At school I often find myself printing twenty pages at a time so that I can look at something other than a screen. I have tried buying digital copies of assigned novels for convenience, only to walk to the bookstore and purchase a print version a few hours later.
There is something almost dissociating about clicking and dragging to highlight a paragraph or having the capability of searching an entire book for every occurrence of a character or phrase in my opinion. (Though it definitely comes in handy at 3am when I am writing a paper on a novel I haven’t retained, it is essentially the reason I haven’t retained it in the first place.)
I have about the attention span of a goldfish, and I almost feel jealous of computers for being such phenomenal multitaskers. With all of their abilities and potential, I am almost obligated to utilize these functions. So really, it is my moral duty while reading e-media to also scroll tumblr, and shop for sandals, and message friends, and take a buzzfeed quiz, and read up on current events. (At least it feels that way.)
Reading the article, I found I am hardly unique in this feeling: in her surveys, Baron writes that she found “jaw-dropping” results to the question of whether students were more likely to multitask in hard copy (1 percent) vs. reading on-screen (90 percent).
Her students described how print reading allowed them to create a mental map of the text. I thought this part of the article was particularly interesting, mostly because it rings so true. It explained that research has shown readers "remember the location of information simply by page and text layout — that, say, the key piece of dialogue was on that page early in the book with that one long paragraph and a smudge on the corner. Researchers think this plays a key role in comprehension." This then proves a problem for digital versions, offering less mental markers with its single uniform location.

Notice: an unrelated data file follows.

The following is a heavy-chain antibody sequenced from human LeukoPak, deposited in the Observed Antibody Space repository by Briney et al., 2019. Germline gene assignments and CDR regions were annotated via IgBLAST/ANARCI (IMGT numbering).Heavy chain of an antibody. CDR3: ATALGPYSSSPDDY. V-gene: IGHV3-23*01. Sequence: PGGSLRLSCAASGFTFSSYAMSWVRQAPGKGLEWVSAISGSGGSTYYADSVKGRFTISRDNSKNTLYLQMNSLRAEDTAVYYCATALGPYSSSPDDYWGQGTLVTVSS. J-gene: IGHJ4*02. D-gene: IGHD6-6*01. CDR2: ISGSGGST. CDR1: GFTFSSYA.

As a brief “P.S” of sorts, this article reminded me of one of my favorite speeches. Even though Susan Orlean's particular focus is writing, I really think it can be related to any career path: especially what she voices about this digital vs. print debate. Her key message is that the work isn’t changing, just the packaging; that the technology is more a preference than a revolution. And even in a broader spectrum: conditions may change but our work doesn’t. The path that gets us there is strange and testing, but if we remain focused on our ultimate goal, how that path looks doesn't effect what we are able to achieve. So, when there are so many people seeking information, they choose how they'd like to consume it. There really is neither a debate nor threat of extinction: one doesn't have to replace the other, they work together to communicate a message.